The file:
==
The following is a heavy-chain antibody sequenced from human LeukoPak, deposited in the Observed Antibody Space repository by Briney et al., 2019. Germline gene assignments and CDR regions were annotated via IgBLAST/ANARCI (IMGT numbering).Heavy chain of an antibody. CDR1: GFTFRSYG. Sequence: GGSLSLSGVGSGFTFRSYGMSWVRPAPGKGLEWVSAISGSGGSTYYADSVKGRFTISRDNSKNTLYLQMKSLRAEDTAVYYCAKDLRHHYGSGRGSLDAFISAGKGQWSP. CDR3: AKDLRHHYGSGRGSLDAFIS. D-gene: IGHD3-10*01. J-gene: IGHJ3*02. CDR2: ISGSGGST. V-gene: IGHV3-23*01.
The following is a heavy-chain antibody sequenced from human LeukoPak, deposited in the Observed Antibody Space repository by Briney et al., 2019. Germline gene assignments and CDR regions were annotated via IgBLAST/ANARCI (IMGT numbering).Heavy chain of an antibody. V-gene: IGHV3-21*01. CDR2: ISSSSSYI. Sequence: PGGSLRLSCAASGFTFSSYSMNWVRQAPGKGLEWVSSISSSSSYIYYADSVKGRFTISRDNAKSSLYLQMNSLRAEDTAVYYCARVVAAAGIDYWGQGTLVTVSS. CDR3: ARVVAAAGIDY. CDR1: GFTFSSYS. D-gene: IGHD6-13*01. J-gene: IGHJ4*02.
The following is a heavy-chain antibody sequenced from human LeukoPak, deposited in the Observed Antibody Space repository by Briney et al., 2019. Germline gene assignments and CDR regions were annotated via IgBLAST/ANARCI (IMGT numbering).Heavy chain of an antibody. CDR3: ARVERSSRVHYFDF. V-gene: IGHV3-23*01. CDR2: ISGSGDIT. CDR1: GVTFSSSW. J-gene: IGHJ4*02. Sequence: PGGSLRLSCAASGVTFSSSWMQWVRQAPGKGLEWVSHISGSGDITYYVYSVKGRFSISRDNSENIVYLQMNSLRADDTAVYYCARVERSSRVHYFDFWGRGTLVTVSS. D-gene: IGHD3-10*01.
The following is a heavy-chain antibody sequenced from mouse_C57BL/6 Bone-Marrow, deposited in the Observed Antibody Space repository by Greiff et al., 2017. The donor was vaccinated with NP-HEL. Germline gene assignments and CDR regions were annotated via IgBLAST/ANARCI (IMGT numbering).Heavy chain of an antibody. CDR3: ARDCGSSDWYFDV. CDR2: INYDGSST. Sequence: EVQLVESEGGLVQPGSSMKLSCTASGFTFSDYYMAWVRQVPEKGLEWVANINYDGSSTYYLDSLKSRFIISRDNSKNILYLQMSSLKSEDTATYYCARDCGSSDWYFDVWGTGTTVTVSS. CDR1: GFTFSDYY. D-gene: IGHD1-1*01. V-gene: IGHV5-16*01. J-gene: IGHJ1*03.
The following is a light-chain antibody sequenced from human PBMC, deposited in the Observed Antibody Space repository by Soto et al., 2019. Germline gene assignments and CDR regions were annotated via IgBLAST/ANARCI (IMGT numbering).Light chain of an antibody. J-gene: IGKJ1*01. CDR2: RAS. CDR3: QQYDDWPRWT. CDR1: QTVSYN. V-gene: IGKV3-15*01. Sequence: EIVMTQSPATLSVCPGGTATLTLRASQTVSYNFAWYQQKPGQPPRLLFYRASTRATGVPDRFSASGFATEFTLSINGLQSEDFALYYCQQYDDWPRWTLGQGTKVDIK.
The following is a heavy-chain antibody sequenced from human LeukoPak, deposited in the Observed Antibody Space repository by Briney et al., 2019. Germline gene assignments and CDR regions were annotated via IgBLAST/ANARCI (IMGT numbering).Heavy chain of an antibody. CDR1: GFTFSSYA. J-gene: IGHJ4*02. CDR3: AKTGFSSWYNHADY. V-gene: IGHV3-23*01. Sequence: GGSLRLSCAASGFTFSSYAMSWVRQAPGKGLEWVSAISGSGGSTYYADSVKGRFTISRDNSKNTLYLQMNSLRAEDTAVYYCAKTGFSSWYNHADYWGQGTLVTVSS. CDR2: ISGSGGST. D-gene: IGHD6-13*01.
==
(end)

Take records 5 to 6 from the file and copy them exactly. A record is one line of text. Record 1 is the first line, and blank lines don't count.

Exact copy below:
The following is a light-chain antibody sequenced from human PBMC, deposited in the Observed Antibody Space repository by Soto et al., 2019. Germline gene assignments and CDR regions were annotated via IgBLAST/ANARCI (IMGT numbering).Light chain of an antibody. J-gene: IGKJ1*01. CDR2: RAS. CDR3: QQYDDWPRWT. CDR1: QTVSYN. V-gene: IGKV3-15*01. Sequence: EIVMTQSPATLSVCPGGTATLTLRASQTVSYNFAWYQQKPGQPPRLLFYRASTRATGVPDRFSASGFATEFTLSINGLQSEDFALYYCQQYDDWPRWTLGQGTKVDIK.
The following is a heavy-chain antibody sequenced from human LeukoPak, deposited in the Observed Antibody Space repository by Briney et al., 2019. Germline gene assignments and CDR regions were annotated via IgBLAST/ANARCI (IMGT numbering).Heavy chain of an antibody. CDR1: GFTFSSYA. J-gene: IGHJ4*02. CDR3: AKTGFSSWYNHADY. V-gene: IGHV3-23*01. Sequence: GGSLRLSCAASGFTFSSYAMSWVRQAPGKGLEWVSAISGSGGSTYYADSVKGRFTISRDNSKNTLYLQMNSLRAEDTAVYYCAKTGFSSWYNHADYWGQGTLVTVSS. CDR2: ISGSGGST. D-gene: IGHD6-13*01.